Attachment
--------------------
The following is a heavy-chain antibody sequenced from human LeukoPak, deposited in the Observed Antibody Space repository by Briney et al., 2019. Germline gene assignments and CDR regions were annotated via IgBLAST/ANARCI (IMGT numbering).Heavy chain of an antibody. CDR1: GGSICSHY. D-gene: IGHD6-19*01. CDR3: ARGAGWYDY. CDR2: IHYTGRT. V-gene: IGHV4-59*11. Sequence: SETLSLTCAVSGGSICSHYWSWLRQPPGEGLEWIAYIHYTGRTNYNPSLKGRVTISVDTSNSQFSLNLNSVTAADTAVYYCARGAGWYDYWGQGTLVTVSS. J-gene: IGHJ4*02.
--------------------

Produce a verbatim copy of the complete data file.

The following is a heavy-chain antibody sequenced from human LeukoPak, deposited in the Observed Antibody Space repository by Briney et al., 2019. Germline gene assignments and CDR regions were annotated via IgBLAST/ANARCI (IMGT numbering).Heavy chain of an antibody. CDR1: GGSICSHY. D-gene: IGHD6-19*01. CDR3: ARGAGWYDY. CDR2: IHYTGRT. V-gene: IGHV4-59*11. Sequence: SETLSLTCAVSGGSICSHYWSWLRQPPGEGLEWIAYIHYTGRTNYNPSLKGRVTISVDTSNSQFSLNLNSVTAADTAVYYCARGAGWYDYWGQGTLVTVSS. J-gene: IGHJ4*02.